Why The Hippie Movement Is The Most Decadent Subculture

Bohemian life with a dash of surrealism, and let's not forget the protests of 1968 were characteristic features of the hippie movement.

Isabel Cara

Why The Hippie Movement Is The Most Decadent Subculture

Bohemian life with a dash of surrealism, and let’s not forget the protests of 1968 were characteristic features of the hippie movement. It was a decade where artistic and cultural movements flourished and that stood opposed to the modern machinery, which left no space for rebellion or dissenting voices that disrupted standard mindsets. In the late sixties, the hippie movement was born from this ambition and it successfully spread its roots across the US and Europe. The echoes of their beliefs are still perceived today and stand out even more because of the capitalist oriented mindset we have come to embody. Still, it makes us wonder what answers and solutions did they have for this rotten society? What were the practical applications of this world view that intended to break away from this numbing culture?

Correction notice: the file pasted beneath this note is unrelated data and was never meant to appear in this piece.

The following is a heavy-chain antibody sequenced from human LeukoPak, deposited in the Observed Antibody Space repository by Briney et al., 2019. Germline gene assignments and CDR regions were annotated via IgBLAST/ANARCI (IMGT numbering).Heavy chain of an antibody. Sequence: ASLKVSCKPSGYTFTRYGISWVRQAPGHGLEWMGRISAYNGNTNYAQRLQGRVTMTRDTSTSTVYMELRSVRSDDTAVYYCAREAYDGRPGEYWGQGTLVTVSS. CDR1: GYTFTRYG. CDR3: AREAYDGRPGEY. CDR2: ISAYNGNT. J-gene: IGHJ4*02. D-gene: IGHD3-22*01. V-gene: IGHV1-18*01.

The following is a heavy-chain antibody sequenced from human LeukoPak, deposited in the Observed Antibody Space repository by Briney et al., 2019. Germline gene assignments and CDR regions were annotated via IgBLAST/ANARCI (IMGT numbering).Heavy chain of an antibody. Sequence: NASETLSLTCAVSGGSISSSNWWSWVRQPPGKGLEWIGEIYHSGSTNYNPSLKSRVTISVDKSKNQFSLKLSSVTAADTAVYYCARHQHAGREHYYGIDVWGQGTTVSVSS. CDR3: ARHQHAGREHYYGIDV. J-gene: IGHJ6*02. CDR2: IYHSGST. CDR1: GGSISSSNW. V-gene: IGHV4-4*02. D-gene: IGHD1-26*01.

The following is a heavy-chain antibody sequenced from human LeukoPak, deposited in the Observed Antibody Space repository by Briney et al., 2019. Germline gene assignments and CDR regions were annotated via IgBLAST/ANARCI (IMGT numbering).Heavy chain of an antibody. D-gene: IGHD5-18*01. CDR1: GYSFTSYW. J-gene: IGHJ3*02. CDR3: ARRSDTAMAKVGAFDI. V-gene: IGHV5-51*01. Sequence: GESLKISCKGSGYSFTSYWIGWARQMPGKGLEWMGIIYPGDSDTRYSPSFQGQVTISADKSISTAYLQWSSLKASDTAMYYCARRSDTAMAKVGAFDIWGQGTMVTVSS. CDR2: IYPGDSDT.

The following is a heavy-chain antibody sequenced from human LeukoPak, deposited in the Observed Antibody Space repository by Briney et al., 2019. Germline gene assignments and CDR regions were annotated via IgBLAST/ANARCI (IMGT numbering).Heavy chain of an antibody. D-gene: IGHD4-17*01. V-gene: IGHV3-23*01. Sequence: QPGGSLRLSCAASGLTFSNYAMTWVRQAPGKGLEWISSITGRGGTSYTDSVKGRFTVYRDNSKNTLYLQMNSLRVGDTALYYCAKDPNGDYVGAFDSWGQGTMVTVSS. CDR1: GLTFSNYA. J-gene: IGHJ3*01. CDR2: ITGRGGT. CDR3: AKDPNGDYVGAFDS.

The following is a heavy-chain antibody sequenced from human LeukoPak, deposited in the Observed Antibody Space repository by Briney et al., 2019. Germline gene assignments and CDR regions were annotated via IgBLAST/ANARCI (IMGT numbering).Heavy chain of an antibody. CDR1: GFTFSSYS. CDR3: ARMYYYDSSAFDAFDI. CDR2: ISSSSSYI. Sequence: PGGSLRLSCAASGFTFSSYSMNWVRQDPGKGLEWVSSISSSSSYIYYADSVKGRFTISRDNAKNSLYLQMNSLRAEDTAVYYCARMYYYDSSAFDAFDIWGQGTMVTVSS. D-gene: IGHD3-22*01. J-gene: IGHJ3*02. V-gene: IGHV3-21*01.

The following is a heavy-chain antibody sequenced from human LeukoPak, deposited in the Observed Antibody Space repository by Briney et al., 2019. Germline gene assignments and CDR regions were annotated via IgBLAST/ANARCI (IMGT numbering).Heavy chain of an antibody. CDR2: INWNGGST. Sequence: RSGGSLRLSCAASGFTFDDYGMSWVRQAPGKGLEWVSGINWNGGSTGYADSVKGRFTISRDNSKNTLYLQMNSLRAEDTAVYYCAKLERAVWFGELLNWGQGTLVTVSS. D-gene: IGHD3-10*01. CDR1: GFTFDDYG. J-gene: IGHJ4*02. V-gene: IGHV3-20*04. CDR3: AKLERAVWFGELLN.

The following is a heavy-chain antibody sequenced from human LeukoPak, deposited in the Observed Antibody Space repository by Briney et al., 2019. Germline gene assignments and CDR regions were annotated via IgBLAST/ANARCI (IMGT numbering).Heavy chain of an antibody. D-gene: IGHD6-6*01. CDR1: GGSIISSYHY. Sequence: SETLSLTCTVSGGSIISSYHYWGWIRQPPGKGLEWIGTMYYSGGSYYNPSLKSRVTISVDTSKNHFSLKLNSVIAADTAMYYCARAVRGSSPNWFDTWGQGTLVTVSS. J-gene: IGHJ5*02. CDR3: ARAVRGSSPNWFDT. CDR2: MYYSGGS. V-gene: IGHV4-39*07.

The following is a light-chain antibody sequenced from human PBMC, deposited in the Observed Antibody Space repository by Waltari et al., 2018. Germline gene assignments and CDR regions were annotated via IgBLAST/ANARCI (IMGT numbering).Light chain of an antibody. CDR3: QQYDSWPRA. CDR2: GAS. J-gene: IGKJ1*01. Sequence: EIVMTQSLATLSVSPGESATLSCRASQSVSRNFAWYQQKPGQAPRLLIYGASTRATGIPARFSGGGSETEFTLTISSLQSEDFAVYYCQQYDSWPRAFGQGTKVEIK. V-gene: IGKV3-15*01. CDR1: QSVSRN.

In order to look beyond the flowers, camper vans, and long flowing hair, we must dip into some philosophical matters. Descartes believed knowledge of eternal truths could only be obtained by reason. We’ve all heard his famous, “I think, therefore I am” and in simple terms, if you doubt your existence then you¡re basically saying that an “I” is there that does the thinking. So, it is silly to start questioning your existence. Positivism stands on the other end of the spectrum saying that knowledge is gained through sensory experience and interpreted through reason and logic. So, history is a linear and uninterrupted process towards progress. You can view it as an unstoppable machine built on the virtues of the Western world. Capitalist production, laws, conventions, technology and our way of life are unstoppable forces and are impossible to change.

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Just by looking at these two theories we realize we live in a world of clashing philosophical movements that have been influenced by existentialism. They all believed life was an endless and irrational cycle and there was no such thing as an afterlife. However, they maintained this cycle could be broken if people gave up on mundane lifestyles and, most importantly, mundane human awareness.